Business in Hawai’i

A few minutes with Bert Ishimaru, manager of Hawaiian Island Creations surf shop.

TransWorld SURF Business: How’s business compared to last year?

Bert Ishimaru: It’s tougher than last year. To get customers into your store, you have to get more creative in marketing nowadays compared to the previous years

What kind of marketing are you doing right now?

We’re trying to do more in-store promotions¿like bringing bands into the store to play music. We do what is called the “Hukilau Jams” where we bring entertainment like local underground bands into the store on the weekends once or twice a month. Our advertising is geared towards catering to the local customer.

Who are your customers?

We have a few different types of clientele¿but mainly younger kids, thirteen to seventeen years old and the surfer-type guys looking for the hard-line products. The parents also come in shopping with the kids, so it’s kind of a broad clientele.

What’s the breakdown between locals and tourists?

Half and half, I’d say.

What would you say your best-selling items would be?

What’s doing really well right now is women’s clothing¿it’s been pretty popular for the past couple of years because manufacturers are really pushing a good junior/girls line. Roxy is number one, but everyone has a good mix of the women’s clothing right now.

Other than that, out best-selling items have mainly been a lot of surf-related accessories or things like bags, hats, sunglasses. The kids are really into accessories nowadays.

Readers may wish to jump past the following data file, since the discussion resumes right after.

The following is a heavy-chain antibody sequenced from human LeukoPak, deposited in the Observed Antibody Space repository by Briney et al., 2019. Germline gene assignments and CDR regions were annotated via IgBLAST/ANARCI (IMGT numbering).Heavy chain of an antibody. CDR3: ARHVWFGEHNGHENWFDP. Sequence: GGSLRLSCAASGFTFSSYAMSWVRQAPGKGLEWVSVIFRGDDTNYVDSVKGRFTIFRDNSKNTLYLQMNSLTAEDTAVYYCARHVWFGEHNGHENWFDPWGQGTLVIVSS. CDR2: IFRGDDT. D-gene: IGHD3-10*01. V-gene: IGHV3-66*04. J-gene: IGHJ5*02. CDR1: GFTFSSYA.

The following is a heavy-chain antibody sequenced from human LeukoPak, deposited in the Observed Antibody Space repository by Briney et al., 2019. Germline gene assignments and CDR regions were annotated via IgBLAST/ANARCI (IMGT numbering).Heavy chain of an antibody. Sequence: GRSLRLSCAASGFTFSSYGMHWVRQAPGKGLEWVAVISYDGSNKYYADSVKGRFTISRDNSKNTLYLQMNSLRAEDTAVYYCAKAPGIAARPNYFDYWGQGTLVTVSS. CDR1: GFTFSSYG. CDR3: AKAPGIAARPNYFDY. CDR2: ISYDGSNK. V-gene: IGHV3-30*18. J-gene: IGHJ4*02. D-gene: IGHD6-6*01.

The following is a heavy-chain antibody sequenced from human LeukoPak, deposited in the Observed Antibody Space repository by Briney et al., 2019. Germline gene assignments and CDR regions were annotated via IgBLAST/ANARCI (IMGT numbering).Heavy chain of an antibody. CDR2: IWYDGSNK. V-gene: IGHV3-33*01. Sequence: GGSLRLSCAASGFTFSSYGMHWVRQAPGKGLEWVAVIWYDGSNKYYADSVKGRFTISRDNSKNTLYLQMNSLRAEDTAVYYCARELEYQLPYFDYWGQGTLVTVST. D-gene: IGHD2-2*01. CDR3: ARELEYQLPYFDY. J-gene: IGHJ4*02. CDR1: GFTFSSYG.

How does your shop’s association with a surfer like Andy Irons help business?

Locally, not so much, because Andy is from Hawai’i. But we do get worldwide recognition because he travels and gets a lot of photos in different magazines all around the world. It helps us in a broader perspective around the world. He’s really boosting our image. In Hawai’i, it’s kind of normal to have a really strong local kid be associated with a surf shop.

Any plans for the future that you can tell us about?

W want to be a strong retailer worldwide. We’re looking at having solid distribution and to have our name strongly represented in the marketplace and surf industry. It’s starting to come around, which is really good.

How does the Hawai’ian economy look?

It’s been tough for the last couple of years, but hopefully things are on the turnaround. I just heard this morning that they signed the Baywatch deal, which hopefully will boost the economy because it’s beach related, and it should reflect back to beach-related businesses.

Hawai’i is a beautiful place, but you can only sell that for so long. There are a lot of beautiful places in the world to go to the beach. Hawai’i is definitely one of them, but somehow we need to draw people in and I think Baywatch is going to be a plus for the surf market in Hawai’i. It’s going to give us a lot of recognition.

With the Triple Crown and other things going on the North Shore, it’s going to be really good. I think things are going to turn around, it might not be as fast as we hoped, but I think it’ll turn around in the next few years for sure.

¿Pete Johnson